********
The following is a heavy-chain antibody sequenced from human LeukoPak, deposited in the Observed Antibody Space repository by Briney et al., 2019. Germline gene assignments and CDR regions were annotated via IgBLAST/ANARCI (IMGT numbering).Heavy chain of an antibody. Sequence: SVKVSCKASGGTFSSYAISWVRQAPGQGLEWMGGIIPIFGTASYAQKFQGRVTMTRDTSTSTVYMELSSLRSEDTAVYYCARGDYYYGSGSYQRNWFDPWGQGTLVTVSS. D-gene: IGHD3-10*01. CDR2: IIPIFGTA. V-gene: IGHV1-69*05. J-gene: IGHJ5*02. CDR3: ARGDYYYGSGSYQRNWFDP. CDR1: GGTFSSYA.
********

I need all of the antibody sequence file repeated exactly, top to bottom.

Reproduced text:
The following is a heavy-chain antibody sequenced from human LeukoPak, deposited in the Observed Antibody Space repository by Briney et al., 2019. Germline gene assignments and CDR regions were annotated via IgBLAST/ANARCI (IMGT numbering).Heavy chain of an antibody. Sequence: SVKVSCKASGGTFSSYAISWVRQAPGQGLEWMGGIIPIFGTASYAQKFQGRVTMTRDTSTSTVYMELSSLRSEDTAVYYCARGDYYYGSGSYQRNWFDPWGQGTLVTVSS. D-gene: IGHD3-10*01. CDR2: IIPIFGTA. V-gene: IGHV1-69*05. J-gene: IGHJ5*02. CDR3: ARGDYYYGSGSYQRNWFDP. CDR1: GGTFSSYA.